Reviews of
Authentic Love:
Theory and Therapy

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Authentic Love: Theory and Therapy

Reviews - Page 4


This is an important book because it contributes to a better understanding of an essential part of life -- love. While love has been around for a long time and much written about, the author presents an original work and new theory of personality. He postulates love as the fundamental determinant of personality and describes how a "person processes the presence and/or absence of love. With scholarship, his theory describes and defines "authentic" love, using eighteen principles to explain his theory that love is the fundamental reason for all behaviour, health and illnesses; and "subsumes" all personality theories and therapeutic modalities of counselling and treatment. Mullaney's concept of love extends and details the "relationship phase" traditionally identified as essential to success in all counselling and psycho-therapies. Thus, the unifying concept of love is the "starting point" and fundamental to all successful relationships, counselling, and therapies.

In our opinion, the author makes a new, singular and unique contribution by his theoretical perspective and definition of personality placing all psychotherapies under the unifying concept of love. Simple, yet complex and profound, such a claim calls for further discussion and development. The author's style and message seem to call for a "revolution" or perhaps a "renaissance" of the importance of the place of "authentic love" in our lives, in our relationships, and in helping one another in either professional or lay spaces.He points out there will never be enough counselors or professional helpers. Perhaps everyone who loves can contribute and be part of the "healing" process of those in need (everyone?). Professional helpers are to realize that the "bottom line" is authentic love, and whatever the relationship or modality of treatment, success occurs only if love is in the "drivers' seat." This could be the beginning of something "big." Surely another book is needed to further develop his theoretical proposition. The author is identified as a "Christian therapist," and his book is evidence of how serious he is about the "greatest commandment." Also, he frequently refers to God. However, we believe he is referring to "the God of our many understandings" (coined by Alcoholics Anonymous), and that this book would be of interest far beyond the Christian Community.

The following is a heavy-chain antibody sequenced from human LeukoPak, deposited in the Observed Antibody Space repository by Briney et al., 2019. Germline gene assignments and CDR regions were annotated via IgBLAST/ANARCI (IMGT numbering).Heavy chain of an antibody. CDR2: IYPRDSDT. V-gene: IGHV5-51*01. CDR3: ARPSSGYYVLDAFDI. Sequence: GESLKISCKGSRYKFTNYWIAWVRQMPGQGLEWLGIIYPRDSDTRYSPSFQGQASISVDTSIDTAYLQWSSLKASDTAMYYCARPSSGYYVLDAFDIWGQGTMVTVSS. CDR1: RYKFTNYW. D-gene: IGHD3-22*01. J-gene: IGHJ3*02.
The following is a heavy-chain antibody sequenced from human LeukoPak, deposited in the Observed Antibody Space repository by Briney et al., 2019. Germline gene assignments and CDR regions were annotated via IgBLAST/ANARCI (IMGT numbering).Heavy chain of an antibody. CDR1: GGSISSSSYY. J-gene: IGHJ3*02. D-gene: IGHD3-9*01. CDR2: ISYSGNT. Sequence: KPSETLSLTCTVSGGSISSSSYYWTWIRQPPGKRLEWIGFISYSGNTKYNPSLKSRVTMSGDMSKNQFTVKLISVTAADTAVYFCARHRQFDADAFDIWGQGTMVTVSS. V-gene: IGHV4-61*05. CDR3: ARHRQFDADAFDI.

We highly recommend this book and look forward to further work by the author.

— Gina Browne, PhD, RN, 1991-present: Founder & Director, System-Linked Research Unit, McMaster University; 1986-present, Professor Nursing, McMaster U.; 1978-present, Professor Clinical Epidemiology and Biostatistics, McMaster U.; 2007-present, Professor Ontario "Training Centre in Health Services and Policy Research, McMaster U.

— J. Browne, MSW, PhD, Retired. 1969-1991 Associate Professor Psychiatry, McMaster University; 1974-1991, Director Social Work, Chedoke Hospital-McMaster Medical Centre; 1985-1991, Chair AIDS Public Education Program, Province of Ontario; 1991-1997, Coordinator AIDS Program, Province of Ontario, Canada.



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